Trump Extending Hand to People, Not Elites

Jim Stinson,

Experts note new president bypassed ideology, focused on pragmatism over poetry.

President Donald Trump delivered a speech thick with criticism of the ruling elite Friday, and one that included many vows to the working men and women of the United States.

Trump promised things would change, and that the “forgotten” would be foremost in Washington’s goals.

“I think Trump sees poetic language and soaring rhetoric as a tool that has been used to take advantage of the people. The speech perfectly suited Trump’s philosophy of plain-talk populism.”

A chief takeaway of many from the speech was its lack of traditional GOP ideology. In 1981, President Ronald Reagan, also a Republican, said he could fix things, but made clear it was an over-aggressive government that was inhibiting progress.

Trump’s speech was about fixing the United States, and the economic problems Trump was focused like a laser on during the 2016 presidential election. In Trump’s mind, the elites and their Washington machinery are a bigger problem in delivering prosperity to the people than the size of government.

And Trump told them so in terms unlike other inauguration speeches.

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“It was the clearest declaration of war against the establishment, Washington and the status quo we’ve seen since Reagan in 1981,” said Craig Shirley, Reagan biographer and presidential historian.

“There was little poetry like JFK and Reagan but he pulled no punches. The lack of oratory is a sign of the times, though. We’ve only had three really great speakers in the last fifty years: Martin Luther King, Jr., John F. Kennedy and Ronald Reagan.”

Trump’s job, however, clearly was not to be an orator. One pundit got the impression that Trump would rather be a doer than an orator such as Rome’s Cicero, or perhaps his predecessor, President Barack Obama.

“Trump’s speech didn’t reach great levels of poetic rhetoric as Reagan’s did, but I think that was by design,” said Eddie Zipperer, an assistant professor of political science at Georgia Military College. “I think Trump sees poetic language and soaring rhetoric as a tool that has been used to take advantage of the people. The speech perfectly suited Trump’s philosophy of plain-talk populism: no rhetorical tricks, no double talk, no political correctness.  Trump is more interested in accomplishing things than in talking about what he’ll accomplish.”

One Republican academic said he wanted to hear more about the Constitution and limited government.

“Little in the speech indicated any devotion to the cause of limited government,” said Jack Pitney, a professor of political science at Claremont McKenna College in California.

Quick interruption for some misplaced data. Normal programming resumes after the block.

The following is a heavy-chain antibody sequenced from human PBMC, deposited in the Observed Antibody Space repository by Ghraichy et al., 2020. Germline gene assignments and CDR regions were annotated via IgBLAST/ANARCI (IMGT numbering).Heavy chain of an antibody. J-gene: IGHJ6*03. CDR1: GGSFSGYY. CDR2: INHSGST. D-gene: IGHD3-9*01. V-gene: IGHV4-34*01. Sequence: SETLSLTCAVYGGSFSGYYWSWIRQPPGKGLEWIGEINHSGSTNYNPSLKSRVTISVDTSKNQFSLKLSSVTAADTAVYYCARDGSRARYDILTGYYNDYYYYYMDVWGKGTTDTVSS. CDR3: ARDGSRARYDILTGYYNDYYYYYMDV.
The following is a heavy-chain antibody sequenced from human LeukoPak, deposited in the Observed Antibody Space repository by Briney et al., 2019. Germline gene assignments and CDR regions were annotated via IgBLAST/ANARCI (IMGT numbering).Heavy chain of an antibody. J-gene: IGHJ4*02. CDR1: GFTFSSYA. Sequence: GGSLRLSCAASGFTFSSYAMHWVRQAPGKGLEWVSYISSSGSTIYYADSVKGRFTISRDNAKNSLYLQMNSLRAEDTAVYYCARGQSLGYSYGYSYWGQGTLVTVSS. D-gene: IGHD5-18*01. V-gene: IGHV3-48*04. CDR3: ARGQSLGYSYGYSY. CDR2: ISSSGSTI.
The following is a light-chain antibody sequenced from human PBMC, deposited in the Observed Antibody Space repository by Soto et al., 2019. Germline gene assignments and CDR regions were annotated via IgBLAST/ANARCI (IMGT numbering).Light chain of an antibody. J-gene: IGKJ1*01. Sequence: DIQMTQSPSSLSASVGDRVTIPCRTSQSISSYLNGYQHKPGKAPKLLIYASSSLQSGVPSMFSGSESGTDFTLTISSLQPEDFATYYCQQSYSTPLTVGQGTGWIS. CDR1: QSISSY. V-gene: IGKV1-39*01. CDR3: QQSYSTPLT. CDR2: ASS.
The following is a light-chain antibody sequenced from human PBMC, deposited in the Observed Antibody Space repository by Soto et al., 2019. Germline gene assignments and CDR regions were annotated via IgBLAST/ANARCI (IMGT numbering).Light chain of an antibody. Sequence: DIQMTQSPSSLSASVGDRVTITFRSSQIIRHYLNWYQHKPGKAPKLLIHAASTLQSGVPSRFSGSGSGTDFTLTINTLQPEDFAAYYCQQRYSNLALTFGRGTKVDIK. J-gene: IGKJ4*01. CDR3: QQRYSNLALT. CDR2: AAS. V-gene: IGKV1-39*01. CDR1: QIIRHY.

But Adriana Cohen, a columnist for the Boston Herald, said she heard a lot of substance.

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“President Trump’s speech was classic Trump: populist, patriotic and muscular,” Cohen said. “He talked about returning the power to the people, putting the American worker first, eradicating radical Islam and creating prosperity for all. Trump aims to unify the country and lift all boats. No doubt America’s best days are ahead.”

One pundit said he hoped Trump wouldn’t be too isolationist in his goals.

“[Trump’s] presidency intends to repudiate the elite visions not only of liberal Democrats but the Republican establishment in Washington,” said Robert Kaufman, a public policy professor at Pepperdine University.  “Through pledging to bolster old alliances and forge new ones, Trump vowed to put American interests narrowly understood foremost, embracing American exceptionalism but renouncing categorically America imposing its values on anyone. I hope he does not mean that in any and all circumstances, because that is just what we did on Nazi Germany and Imperial Japan — justly and effectively — after World War II.”

It’s not likely, though, that Trump seeks to start wars, only to finish any aggression aimed at the United States and its allies.

Trump ran consistently as a skeptic of war. And he focused on terrorism on the campaign trail.

Kaufman believes Trump is on the way to a new type of populism, combing strength, peace and economic prosperity.

“Trump’s vision of America first — or a revival of President Andrew Jackson’s version adapted to the conditions of the 21st century — bears little relation however to the disreputable isolationist version of Charles Lindbergh before World War II,” said Kaufman. “He vowed for example to defeat Islamist terrorism unconditionally. Trump also appealed not just to his core constituency of the forgotten men and women living outside the Beltway but to all Americans.”

It was a plea to be united that touched Kaufman and many others.

“[Trump] not only condemned prejudice of any variety, but emphasized that America is at its best — indeed, unstoppable — when we are united: all races, creeds, and colors,” Kaufman said.